The Feedback Fractal Project
It may well be that the ideas of Chaos and Fractals will prove to be regarded as among the most important of the 20th Century. The end of the 19th Century ushered the beginning of the Industrial Revolution which, during the course of a few decades, completely transformed human culture. The harbinger of this jarring displacement was the Eiffel tower, a work of art heralding the arrival of Modernity and the Age of the Machine.
If we were to choose an emblem for our Age today, most certainly, it would be the cell phone - a device that, in less than a decade, has become ubiquitous throughout the world. Few would argue against the notion that here in the second decade of the New Millennium, we have arrived squarely into the Digital Age. Progress is good and sometimes not, yet it seems always to be inexorable.
The artists of the European Futurist Movement of the first part of the 20th Century fanatically celebrated technology. Their Manifesto, published in Paris in 1909 concluded with: "We will sing of great crowds excited by work, by pleasure, and by riot; we will sing of the multicolored, polyphonic tides of revolution in the modern capitals; we will sing of the vibrant nightly fervor of arsenals and shipyards blazing with violent electric moons; greedy railway stations that devour smoke-plumed serpents; factories hung on clouds by the crooked lines of their smoke; bridges that stride the rivers like giant gymnasts, flashing in the sun with a glitter of knives; adventurous steamers that sniff the horizon; deep-chested locomotives whose wheels paw the tracks like the hooves of enormous steel horses bridled by tubing; and the sleek flight of planes whose propellers chatter in the wind like banners and seem to cheer like an enthusiastic crowd."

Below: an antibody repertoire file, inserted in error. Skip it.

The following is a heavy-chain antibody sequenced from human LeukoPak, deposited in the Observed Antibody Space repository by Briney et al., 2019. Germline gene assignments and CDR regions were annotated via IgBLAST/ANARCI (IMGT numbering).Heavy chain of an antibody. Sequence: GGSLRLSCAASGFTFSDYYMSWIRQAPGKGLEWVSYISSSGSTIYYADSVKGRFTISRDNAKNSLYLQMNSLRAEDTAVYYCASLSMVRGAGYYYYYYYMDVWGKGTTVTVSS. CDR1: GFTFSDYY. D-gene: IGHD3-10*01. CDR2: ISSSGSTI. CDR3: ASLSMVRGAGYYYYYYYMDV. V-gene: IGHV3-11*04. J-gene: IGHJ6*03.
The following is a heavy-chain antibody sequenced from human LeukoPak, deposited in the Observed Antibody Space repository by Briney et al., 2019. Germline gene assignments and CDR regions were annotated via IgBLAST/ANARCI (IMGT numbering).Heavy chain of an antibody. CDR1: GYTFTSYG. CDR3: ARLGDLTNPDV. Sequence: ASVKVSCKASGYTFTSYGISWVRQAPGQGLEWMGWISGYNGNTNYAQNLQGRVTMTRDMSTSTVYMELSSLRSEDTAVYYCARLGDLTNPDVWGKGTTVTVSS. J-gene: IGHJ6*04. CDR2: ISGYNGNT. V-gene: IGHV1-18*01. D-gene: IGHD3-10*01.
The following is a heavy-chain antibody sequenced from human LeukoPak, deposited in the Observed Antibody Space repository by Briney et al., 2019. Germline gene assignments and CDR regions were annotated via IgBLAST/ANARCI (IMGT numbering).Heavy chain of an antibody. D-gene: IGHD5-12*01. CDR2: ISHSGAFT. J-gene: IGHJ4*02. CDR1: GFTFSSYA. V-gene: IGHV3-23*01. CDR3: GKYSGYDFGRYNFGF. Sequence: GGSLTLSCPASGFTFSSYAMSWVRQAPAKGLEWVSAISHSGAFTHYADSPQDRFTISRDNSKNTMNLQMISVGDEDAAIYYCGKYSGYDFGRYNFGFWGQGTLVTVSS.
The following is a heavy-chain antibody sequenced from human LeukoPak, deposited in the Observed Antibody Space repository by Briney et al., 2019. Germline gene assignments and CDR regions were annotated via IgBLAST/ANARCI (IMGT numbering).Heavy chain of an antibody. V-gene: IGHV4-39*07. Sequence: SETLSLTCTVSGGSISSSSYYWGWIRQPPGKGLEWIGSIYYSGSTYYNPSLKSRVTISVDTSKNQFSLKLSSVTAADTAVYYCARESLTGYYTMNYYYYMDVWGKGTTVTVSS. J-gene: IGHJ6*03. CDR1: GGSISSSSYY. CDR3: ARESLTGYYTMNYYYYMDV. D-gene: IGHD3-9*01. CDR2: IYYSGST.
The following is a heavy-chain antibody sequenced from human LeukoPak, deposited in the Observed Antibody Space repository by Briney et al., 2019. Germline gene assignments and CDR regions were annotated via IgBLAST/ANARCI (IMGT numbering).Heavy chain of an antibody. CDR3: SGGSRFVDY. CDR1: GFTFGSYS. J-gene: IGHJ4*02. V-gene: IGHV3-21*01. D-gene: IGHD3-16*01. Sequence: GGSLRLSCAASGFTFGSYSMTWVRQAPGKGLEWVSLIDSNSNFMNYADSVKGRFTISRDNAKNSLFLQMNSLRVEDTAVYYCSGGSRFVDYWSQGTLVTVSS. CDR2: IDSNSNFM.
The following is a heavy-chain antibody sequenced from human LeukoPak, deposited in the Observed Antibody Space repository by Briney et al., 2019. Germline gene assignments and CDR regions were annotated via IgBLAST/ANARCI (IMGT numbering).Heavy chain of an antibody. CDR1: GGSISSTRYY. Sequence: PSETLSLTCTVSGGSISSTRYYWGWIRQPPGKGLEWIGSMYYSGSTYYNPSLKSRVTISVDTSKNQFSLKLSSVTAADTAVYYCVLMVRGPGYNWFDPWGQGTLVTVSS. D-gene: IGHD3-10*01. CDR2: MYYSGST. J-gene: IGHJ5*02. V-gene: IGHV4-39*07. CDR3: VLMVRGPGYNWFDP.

The Strength of the Curve, Tullio Crali, 1930
Bungalo, Arts and Crafts, 1940
Eiffel Tower, 1889
Yet by the middle of the Century artists of an international "Arts and Crafts" movement began a revolt against the industrialization of life. The founders and proponents of the movement saw factory work as dehumanizing and unfulfilling and the manufactured object lacking in the beauty and intrinsic value of the unique hand made object. They asked “…what would become of a people so caught up in the quick production and consumption of mere things?” They brought into question whether progress was worth the price. They made a call “…to integrate labor and art, lend beauty to everyday acts and objects, and seek coherence, unity, and simplicity in all aspects of life, for all people".
Much has changed in a hundred years yet these contrasting sentiments are echoed even in our Age today and it is in this context that the Feedback Fractal Project was born.
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The history of art is a large and complicated subject dealing with a huge body of work whose meaning can be interpreted from widely differing perspectives. "Shock of the New", an eight hour television series created by the historian, Robert Hughes, for the BBC, greatly influenced my understanding of Modernism and its relationship to the historical events of the 20th Century. A Century which brought huge advances in the Sciences and Technology resulting in revolutionary global consequences. This is the legacy we, in the 21st Century, have inherited.